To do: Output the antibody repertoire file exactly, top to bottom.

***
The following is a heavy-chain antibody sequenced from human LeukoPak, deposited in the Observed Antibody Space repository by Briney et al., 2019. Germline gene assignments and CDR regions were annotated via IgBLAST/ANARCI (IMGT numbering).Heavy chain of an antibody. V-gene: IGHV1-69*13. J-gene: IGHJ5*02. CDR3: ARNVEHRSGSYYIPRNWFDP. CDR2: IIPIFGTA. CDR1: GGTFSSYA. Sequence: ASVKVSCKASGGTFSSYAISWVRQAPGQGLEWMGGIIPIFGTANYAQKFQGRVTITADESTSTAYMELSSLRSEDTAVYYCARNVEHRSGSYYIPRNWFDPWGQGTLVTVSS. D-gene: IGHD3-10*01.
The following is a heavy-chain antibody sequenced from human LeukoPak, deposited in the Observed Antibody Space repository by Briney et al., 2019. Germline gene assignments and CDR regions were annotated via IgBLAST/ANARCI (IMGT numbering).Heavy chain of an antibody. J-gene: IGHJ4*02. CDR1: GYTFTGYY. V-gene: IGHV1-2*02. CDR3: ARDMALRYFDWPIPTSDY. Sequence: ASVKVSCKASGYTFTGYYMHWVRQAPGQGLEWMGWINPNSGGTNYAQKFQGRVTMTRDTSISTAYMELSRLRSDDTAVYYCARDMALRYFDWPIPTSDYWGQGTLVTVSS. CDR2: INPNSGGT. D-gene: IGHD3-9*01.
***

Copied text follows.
The following is a heavy-chain antibody sequenced from human LeukoPak, deposited in the Observed Antibody Space repository by Briney et al., 2019. Germline gene assignments and CDR regions were annotated via IgBLAST/ANARCI (IMGT numbering).Heavy chain of an antibody. V-gene: IGHV1-69*13. J-gene: IGHJ5*02. CDR3: ARNVEHRSGSYYIPRNWFDP. CDR2: IIPIFGTA. CDR1: GGTFSSYA. Sequence: ASVKVSCKASGGTFSSYAISWVRQAPGQGLEWMGGIIPIFGTANYAQKFQGRVTITADESTSTAYMELSSLRSEDTAVYYCARNVEHRSGSYYIPRNWFDPWGQGTLVTVSS. D-gene: IGHD3-10*01.
The following is a heavy-chain antibody sequenced from human LeukoPak, deposited in the Observed Antibody Space repository by Briney et al., 2019. Germline gene assignments and CDR regions were annotated via IgBLAST/ANARCI (IMGT numbering).Heavy chain of an antibody. J-gene: IGHJ4*02. CDR1: GYTFTGYY. V-gene: IGHV1-2*02. CDR3: ARDMALRYFDWPIPTSDY. Sequence: ASVKVSCKASGYTFTGYYMHWVRQAPGQGLEWMGWINPNSGGTNYAQKFQGRVTMTRDTSISTAYMELSRLRSDDTAVYYCARDMALRYFDWPIPTSDYWGQGTLVTVSS. CDR2: INPNSGGT. D-gene: IGHD3-9*01.